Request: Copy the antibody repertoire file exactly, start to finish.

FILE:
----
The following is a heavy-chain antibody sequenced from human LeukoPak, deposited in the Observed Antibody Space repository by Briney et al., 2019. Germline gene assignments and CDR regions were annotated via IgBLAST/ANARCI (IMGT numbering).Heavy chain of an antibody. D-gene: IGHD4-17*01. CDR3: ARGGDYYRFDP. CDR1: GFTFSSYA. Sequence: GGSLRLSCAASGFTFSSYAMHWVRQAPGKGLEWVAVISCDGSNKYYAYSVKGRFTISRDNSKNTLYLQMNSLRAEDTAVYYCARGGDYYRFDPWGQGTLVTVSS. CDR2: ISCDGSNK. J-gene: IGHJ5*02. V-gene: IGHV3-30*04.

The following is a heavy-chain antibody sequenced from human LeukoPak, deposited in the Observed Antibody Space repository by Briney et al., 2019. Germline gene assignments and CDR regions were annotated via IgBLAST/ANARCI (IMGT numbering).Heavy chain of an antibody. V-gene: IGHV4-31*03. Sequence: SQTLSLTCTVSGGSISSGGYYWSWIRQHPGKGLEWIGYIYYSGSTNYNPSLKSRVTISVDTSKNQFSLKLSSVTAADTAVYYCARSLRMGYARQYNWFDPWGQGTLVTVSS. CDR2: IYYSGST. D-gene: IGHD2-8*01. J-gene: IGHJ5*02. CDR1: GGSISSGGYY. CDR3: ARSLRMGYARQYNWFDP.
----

The following is a heavy-chain antibody sequenced from human LeukoPak, deposited in the Observed Antibody Space repository by Briney et al., 2019. Germline gene assignments and CDR regions were annotated via IgBLAST/ANARCI (IMGT numbering).Heavy chain of an antibody. D-gene: IGHD4-17*01. CDR3: ARGGDYYRFDP. CDR1: GFTFSSYA. Sequence: GGSLRLSCAASGFTFSSYAMHWVRQAPGKGLEWVAVISCDGSNKYYAYSVKGRFTISRDNSKNTLYLQMNSLRAEDTAVYYCARGGDYYRFDPWGQGTLVTVSS. CDR2: ISCDGSNK. J-gene: IGHJ5*02. V-gene: IGHV3-30*04.

The following is a heavy-chain antibody sequenced from human LeukoPak, deposited in the Observed Antibody Space repository by Briney et al., 2019. Germline gene assignments and CDR regions were annotated via IgBLAST/ANARCI (IMGT numbering).Heavy chain of an antibody. V-gene: IGHV4-31*03. Sequence: SQTLSLTCTVSGGSISSGGYYWSWIRQHPGKGLEWIGYIYYSGSTNYNPSLKSRVTISVDTSKNQFSLKLSSVTAADTAVYYCARSLRMGYARQYNWFDPWGQGTLVTVSS. CDR2: IYYSGST. D-gene: IGHD2-8*01. J-gene: IGHJ5*02. CDR1: GGSISSGGYY. CDR3: ARSLRMGYARQYNWFDP.